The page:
At the 2014 Global Citizen Festival, President of the World Bank Dr. Jim Yong Kim announced a commitment of $15 billion over the next 5 years towards improving access to clean water and sanitation.
At last year’s Festival, Dr. Kim reported back on this commitment, explaining that, together with partners like the United Nations, BRAC, WaterAid and Water.org among many others, they have provided $4 billion which will provide 20 million people with access to safe sanitation and water.
This funding will help countries to protect their citizens by teaching healthy behaviours, especially in regard to children. In fact, Dr. Kim made this announcement alongside Sesame Street’s Big Bird, which was one of the most memorable moments of the Festival. You can find a recap of the announcement here.
Since the Festival on September 26th, the World Bank has achieved yet another incredible milestone towards providing universal access to clean water and sanitation. Announced in mid-December, the Bank has approved a $1.5 billion loan to the Swacch Bharat Mission (SBM) Support Operation Project to support the Government of India in its efforts to increase access to improved sanitation in rural areas, and to help end the practice of open defecation by 2019. Prime Minister Narendra Modi launched this campaign at the 2014 Global Citizen Festival.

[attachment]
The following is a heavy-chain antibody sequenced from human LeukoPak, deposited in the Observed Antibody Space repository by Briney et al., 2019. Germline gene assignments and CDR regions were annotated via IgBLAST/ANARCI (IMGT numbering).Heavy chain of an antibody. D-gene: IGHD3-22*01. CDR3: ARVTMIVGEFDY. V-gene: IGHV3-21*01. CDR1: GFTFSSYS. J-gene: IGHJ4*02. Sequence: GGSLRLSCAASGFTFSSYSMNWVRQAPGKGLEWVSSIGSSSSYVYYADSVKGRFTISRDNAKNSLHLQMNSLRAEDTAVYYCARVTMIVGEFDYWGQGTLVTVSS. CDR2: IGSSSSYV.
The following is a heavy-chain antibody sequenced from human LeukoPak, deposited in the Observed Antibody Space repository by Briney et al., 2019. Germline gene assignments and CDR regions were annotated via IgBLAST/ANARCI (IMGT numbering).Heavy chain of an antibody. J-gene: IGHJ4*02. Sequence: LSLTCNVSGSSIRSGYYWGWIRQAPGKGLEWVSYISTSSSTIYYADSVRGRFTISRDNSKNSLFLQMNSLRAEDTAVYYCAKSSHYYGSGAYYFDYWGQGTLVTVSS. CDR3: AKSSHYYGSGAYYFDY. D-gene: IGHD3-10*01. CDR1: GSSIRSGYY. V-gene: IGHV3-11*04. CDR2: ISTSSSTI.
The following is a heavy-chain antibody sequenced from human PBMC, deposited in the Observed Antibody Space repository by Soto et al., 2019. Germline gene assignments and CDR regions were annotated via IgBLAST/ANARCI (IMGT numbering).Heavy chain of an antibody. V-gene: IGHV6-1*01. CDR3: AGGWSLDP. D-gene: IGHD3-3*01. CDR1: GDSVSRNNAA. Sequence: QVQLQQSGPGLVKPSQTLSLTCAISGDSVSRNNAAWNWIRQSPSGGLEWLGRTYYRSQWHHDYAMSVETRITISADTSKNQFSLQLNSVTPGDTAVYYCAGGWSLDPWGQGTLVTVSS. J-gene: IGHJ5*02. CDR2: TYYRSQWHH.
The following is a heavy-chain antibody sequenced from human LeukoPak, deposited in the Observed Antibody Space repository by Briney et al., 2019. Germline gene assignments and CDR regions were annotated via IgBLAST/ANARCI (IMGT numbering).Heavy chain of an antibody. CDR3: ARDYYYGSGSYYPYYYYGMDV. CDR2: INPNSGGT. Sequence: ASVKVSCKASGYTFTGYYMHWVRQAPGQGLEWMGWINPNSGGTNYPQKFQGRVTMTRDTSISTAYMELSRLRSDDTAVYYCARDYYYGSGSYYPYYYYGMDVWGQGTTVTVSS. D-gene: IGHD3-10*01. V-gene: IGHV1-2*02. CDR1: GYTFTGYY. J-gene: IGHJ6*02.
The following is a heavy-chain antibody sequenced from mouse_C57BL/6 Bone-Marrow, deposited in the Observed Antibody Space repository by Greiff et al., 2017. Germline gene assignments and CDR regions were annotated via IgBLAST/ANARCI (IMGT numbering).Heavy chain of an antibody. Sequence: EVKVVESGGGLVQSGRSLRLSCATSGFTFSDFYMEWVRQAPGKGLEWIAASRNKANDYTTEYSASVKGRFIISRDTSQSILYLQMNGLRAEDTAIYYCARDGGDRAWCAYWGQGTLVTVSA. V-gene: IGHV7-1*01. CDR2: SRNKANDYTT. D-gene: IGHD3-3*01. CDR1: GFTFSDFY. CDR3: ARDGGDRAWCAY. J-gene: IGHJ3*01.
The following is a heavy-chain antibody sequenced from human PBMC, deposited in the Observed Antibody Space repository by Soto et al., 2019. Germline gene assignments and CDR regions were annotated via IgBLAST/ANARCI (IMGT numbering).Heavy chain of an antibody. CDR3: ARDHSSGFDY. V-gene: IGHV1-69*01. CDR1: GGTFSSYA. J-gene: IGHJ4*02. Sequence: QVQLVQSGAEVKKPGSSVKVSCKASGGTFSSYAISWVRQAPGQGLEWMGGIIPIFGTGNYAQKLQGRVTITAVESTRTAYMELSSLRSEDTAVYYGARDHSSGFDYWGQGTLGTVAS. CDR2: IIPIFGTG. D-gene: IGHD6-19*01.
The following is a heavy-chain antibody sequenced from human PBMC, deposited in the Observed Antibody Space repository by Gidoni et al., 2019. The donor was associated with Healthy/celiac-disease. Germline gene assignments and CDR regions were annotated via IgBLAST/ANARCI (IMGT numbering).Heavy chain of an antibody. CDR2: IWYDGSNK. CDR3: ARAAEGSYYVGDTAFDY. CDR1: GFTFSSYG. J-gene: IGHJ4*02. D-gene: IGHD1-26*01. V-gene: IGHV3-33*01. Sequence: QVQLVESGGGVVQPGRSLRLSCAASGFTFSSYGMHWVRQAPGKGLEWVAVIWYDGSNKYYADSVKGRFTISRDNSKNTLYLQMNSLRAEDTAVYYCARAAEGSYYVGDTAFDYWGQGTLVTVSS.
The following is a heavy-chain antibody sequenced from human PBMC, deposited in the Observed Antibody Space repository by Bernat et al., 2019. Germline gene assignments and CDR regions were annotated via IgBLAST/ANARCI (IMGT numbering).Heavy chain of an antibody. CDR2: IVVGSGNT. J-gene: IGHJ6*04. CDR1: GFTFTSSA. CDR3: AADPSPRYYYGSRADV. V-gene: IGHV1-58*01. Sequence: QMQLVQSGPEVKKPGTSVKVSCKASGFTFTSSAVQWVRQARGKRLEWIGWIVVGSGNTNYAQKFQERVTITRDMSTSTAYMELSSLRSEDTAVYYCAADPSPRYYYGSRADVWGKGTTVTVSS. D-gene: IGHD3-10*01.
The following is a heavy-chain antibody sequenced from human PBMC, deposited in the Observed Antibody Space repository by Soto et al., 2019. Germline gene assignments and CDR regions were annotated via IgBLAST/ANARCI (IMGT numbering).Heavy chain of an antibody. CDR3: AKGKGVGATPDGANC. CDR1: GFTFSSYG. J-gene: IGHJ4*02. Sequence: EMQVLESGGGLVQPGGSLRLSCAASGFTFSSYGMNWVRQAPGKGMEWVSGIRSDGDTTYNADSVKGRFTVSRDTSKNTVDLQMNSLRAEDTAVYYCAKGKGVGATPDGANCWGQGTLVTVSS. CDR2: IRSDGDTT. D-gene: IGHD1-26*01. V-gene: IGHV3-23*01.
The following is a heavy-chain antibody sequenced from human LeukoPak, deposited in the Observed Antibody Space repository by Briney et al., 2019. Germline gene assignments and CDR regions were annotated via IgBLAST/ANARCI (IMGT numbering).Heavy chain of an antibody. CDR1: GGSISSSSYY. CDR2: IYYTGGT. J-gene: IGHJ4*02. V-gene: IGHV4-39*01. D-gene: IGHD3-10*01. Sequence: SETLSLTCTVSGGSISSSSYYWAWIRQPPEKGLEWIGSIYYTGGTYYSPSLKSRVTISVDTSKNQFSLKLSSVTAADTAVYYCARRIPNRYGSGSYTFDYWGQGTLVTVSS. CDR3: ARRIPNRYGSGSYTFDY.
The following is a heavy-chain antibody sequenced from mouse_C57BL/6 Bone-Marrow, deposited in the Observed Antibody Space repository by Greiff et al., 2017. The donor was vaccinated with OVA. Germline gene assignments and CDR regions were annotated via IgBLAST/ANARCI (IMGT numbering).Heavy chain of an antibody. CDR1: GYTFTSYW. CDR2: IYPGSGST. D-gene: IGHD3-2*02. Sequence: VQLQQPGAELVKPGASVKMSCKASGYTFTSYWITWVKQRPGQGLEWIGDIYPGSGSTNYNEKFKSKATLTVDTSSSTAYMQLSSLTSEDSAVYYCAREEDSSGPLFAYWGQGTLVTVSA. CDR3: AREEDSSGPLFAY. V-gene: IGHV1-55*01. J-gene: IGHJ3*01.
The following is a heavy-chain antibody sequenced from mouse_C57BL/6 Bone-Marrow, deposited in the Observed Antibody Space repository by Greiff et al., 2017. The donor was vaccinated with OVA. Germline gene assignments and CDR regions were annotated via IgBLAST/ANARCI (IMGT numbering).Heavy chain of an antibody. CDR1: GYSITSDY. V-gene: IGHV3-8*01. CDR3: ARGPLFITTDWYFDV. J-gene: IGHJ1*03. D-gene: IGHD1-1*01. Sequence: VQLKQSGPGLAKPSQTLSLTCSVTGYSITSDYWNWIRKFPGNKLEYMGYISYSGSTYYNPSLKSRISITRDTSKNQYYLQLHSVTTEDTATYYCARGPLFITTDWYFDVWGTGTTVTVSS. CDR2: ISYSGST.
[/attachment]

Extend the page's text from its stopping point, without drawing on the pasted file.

The project will support the rural component, known as SBM - Gramin (SBM-G) over a 5 year period using a new performance-based program that links funds directly to results, ensuring that benefits are delivered to India’s rural population.
This loan is so important given that more than 500 million Indians continue to defecate in the open today, representing an enormous public health crisis. For example, one in every ten deaths in India is related to poor sanitation according to Onno Ruhl, World Bank Country Director of India.
The World Bank will also provide a parallel US$25 million in technical assistance to build the capacity of select state governments in implementing community-led behaviour change programs. This approach is integral in ensuring that SDG 6 is achieved, since the crisis lies both in lack of access and habits that result in poor hygiene, illness and even death.
The World Bank gets an A on progress towards this commitment, which brings the world closer to achieving Global Goal 6.